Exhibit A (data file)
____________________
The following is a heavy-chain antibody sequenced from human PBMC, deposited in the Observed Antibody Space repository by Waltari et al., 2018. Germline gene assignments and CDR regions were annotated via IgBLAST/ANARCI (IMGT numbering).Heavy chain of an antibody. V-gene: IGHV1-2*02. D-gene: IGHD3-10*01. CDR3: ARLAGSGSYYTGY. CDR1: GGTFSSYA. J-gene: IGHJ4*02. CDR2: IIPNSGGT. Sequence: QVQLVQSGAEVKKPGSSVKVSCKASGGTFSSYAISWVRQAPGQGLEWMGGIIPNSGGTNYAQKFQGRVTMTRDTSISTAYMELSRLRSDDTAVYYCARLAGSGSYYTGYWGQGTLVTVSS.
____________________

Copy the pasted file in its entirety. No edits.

The following is a heavy-chain antibody sequenced from human PBMC, deposited in the Observed Antibody Space repository by Waltari et al., 2018. Germline gene assignments and CDR regions were annotated via IgBLAST/ANARCI (IMGT numbering).Heavy chain of an antibody. V-gene: IGHV1-2*02. D-gene: IGHD3-10*01. CDR3: ARLAGSGSYYTGY. CDR1: GGTFSSYA. J-gene: IGHJ4*02. CDR2: IIPNSGGT. Sequence: QVQLVQSGAEVKKPGSSVKVSCKASGGTFSSYAISWVRQAPGQGLEWMGGIIPNSGGTNYAQKFQGRVTMTRDTSISTAYMELSRLRSDDTAVYYCARLAGSGSYYTGYWGQGTLVTVSS.